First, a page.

The case for space on campus

The case for space on campus

Strategies to make the most of existing learning space
Jeff Vredevoogd, director of Herman Miller Education, leads the firm’s efforts to expand the understanding of evolving learning trends in higher education.

Campus leaders are increasingly confronted with transformation—from students acting as consumers to universities acting more like businesses to the rapid evolution of faculty.

Yet perhaps the most prominent change is the proliferation of technology-based learning methods. Online courses have created a new world of education—one where learning can occur anytime and anywhere.

While technology is clearly changing and improving the face of education, engagement between students and faculty—the key ingredient for successful learning—is rooted on campus. This sets the stage for the importance of physical spaces in education.

Learning spaces are not limited to classrooms alone. Informal spaces, residence halls, libraries and hubs are all places where students and faculty can collaborate effectively. But not all spaces are created equal.

A recent study indicates improper learning-environment design can negatively impact a student’s progress by as much as 25 percent.

Campus leadership should consider the following guidelines before they make any design changes to their colleges or universities:

Change for change’s sake is not always the right approach. Before making any change, start by asking why the change is needed. This question becomes especially relevant as technology and space intersect. All too often, we see campuses viewing technology as the solution instead of recognizing that it’s part of a design plan or support system.

Multipoint projection, tablets and videoconferencing and other technological tools empower faculty and students to extend discovery beyond the walls of the classroom or boundaries of the campus. But outfitting a space with the latest, greatest gadgets doesn’t automatically make it more effective when it comes to learning. Focus on desired outcomes and objectives, with content and pedagogy top of mind. Then technology will support the desired learning experience.

Flexibility is king. Today’s learners encompass a diverse range of ages, strengths and goals, with more learning options available than ever before. The role of faculty is also progressing significantly—and directly influencing the future of learning. Professors are going beyond office hours to engage more regularly with students. In addition, while faculty’s training and input have always been valued, they are now essential in making these innovations successful.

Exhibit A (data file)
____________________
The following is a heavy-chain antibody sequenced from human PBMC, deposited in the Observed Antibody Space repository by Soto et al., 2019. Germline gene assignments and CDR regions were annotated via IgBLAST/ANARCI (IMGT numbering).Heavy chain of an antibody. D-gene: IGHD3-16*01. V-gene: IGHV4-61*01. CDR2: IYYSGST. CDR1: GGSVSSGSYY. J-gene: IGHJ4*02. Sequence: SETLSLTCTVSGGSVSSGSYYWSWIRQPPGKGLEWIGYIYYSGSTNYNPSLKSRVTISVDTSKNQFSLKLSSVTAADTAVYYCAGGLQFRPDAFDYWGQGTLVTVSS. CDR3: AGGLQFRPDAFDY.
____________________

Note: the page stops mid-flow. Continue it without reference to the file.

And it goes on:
As these key campus stakeholders continue to break traditional norms, they need learning spaces capable of doing the same. Learning studios can foster engagement to ensure long-term success, satisfaction and retention. These spaces can be rearranged to support interactive teaching methods, from small group collaborations to role-plays.

Unlike a lecture hall, a learning studio environment “untethers” faculty from the front of the room, allowing them to actively engage one-on-one with students who may otherwise be hesitant to ask questions.

Adaptable learning studios are more than just resourceful: Through research conducted over the last seven years, we’ve found an 18 percent increase in student satisfaction when learning studios are compared to traditional classrooms.

You can still create impact on a budget. In light of today’s budget pressures and fiscal realities, understand that new approaches to space do not always mean a complete design overhaul and the investment that often accompanies it.

Using existing furniture and technology, schools can work within current spaces to better understand the pedagogy and end-user needs in learning spaces. Also, learning space programs allow campus leaders to conduct ongoing experimentation guided by feedback from those who learn and teach in the space.

These types of programs can inform long-term, bigger impact design plans to be implemented when more funding becomes available. They also serve as a demonstration that leadership is being fiscally responsible by testing new ideas on a smaller scale before implementing change across campus.

Finally, experiential efforts can help leadership tell its story about where it wants to take the learning experience on campus, which helps build support for these changes and, sometimes, entices donor support. By having a clear understanding of the end goal, campus leaders not only will be able to create spaces that

increase student and faculty success today, they’ll create spaces that can adapt to what the future of learning may bring.

Jeff Vredevoogd, director of Herman Miller Education, leads the firm’s efforts to expand the understanding of evolving learning trends in higher education environments.


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